The second problem is again a family-centric one. Since the supreme leader and the Prime Minister are not the same person, the legitimacy base of the government's top leadership was bound to erode very fast.
In case of Manmohan Singh, we saw his legitimacy has been seriously undermined in eight years time and perhaps he has outlived his tenure. Had Singh preferred to seek a popular mandate soon after he became the PM first in 2004 and entered the Parliament through the Lok Sabha, the situation today might not have been so poor.
But since Congress is a party where loyalism reigns supreme, neither the confined supreme leadership nor the office-holder could predict the ill-effects. Manmohan Singh remained just another follower of the dynasty among many others and hence never could find an authority to rule. He is just messing up things more and more today in a bid to control the damage.
But the mother of all problem has been poor communication
But even a bigger problem that has worsened the situation is the Congress leadership's lack of media management skills. While everybody knows that the party's brain lies at 10 Janpath, but yet we find incompetent chatter-boxes making futile attempts to defend or justify the party on every single issue. We see Digvijay Singh, Manish Tewari and every Tom, Dick and Harry making statements but the first family is never seen appearing before the media.
Perhaps it is arrogance of power but whatever it is, the real power-holders can not just go on using their aides to manage all affairs on ground. Democracy can not be elitist, certainly not in today's India. It was surprising to see that no top leader came forward to clear the Robert Vadra issue and allowed Arvind Kejriwal to go on with his onslaught. The Vadragate, in a way, has given a fatal blow to the Gandhis, for it has not only reduced the first family's stature, but also ensured that Priyanka Gandhi Vadra's 'active political career' will be born crippled, if it ever does. The arrogance of the Congress is also seen in its forced ignorance of coalition politics, which made it lose ground in several key states of the country.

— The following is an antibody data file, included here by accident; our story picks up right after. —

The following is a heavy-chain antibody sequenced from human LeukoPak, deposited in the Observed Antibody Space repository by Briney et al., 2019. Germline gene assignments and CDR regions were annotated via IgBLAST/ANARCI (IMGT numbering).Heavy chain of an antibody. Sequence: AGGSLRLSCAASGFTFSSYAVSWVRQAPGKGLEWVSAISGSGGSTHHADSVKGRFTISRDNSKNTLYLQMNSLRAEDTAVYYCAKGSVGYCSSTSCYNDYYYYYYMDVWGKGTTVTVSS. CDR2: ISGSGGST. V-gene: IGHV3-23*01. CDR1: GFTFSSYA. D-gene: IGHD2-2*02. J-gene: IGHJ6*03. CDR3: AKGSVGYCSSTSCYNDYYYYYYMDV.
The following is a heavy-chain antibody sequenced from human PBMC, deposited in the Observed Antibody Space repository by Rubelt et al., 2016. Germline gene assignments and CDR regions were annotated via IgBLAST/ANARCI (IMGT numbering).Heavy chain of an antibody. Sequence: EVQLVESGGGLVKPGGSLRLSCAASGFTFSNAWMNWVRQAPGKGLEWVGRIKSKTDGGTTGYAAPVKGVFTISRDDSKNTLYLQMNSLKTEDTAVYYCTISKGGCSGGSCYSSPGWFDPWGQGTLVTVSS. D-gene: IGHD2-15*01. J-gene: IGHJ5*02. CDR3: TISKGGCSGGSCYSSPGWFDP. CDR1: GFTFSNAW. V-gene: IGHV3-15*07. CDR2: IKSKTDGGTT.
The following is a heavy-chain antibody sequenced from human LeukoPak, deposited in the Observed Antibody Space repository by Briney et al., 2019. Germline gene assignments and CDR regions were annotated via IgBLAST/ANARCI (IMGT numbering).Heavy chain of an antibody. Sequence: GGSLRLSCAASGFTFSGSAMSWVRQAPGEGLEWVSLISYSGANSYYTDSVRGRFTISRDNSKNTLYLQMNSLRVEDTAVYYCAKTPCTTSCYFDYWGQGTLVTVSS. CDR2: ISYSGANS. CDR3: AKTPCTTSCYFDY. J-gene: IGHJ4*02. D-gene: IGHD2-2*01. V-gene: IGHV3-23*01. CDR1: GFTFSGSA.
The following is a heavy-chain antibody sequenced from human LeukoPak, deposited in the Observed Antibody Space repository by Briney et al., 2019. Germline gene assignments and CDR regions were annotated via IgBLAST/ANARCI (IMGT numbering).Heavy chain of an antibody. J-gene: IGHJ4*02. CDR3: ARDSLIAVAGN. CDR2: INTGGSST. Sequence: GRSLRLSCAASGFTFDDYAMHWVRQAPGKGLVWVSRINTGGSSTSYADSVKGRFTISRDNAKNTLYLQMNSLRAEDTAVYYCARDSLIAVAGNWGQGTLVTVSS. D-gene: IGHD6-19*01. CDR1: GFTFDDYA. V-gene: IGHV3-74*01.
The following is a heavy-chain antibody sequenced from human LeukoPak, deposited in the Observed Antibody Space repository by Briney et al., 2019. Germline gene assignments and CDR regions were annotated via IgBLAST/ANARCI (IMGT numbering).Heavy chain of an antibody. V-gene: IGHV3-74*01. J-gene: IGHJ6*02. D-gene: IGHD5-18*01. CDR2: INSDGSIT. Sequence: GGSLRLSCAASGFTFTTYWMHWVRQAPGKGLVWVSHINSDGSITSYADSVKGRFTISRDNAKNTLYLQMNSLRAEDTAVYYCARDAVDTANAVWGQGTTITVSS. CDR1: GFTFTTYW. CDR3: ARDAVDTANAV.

Congress is perhaps paying the heaviest price today for clinging on to the dynasty, irrespective of the latter's shrinking political capacity. The party could have been developed on a democratic lines in the post-Rajiv era but was not. A bunch of opportunist individuals went on pursuing their respective interests and many of them even perished in due course without successfully challenging the Gandhis. The Congress tried to show that it was a party which stressed youth but in reality, it only chose to rope in successors of the old guards. It was the dynastic politics of the Congress that had got democratised but not the party.
The deafening silence, coupled with lack of political self-sufficiency among the party's rank and file, has left the Congress in the ruins. Khurshid is only a scapegoat of a short-circuited Congress system. Even when in dire straits, the Congress party has been following the 'Gandhis first' mantra for it did not defend Khurshid as it did to shield a political non-entity Vadra. It is a poetic justice that a member of the successors of the great Nehru ended up calling India a 'Banana republic'.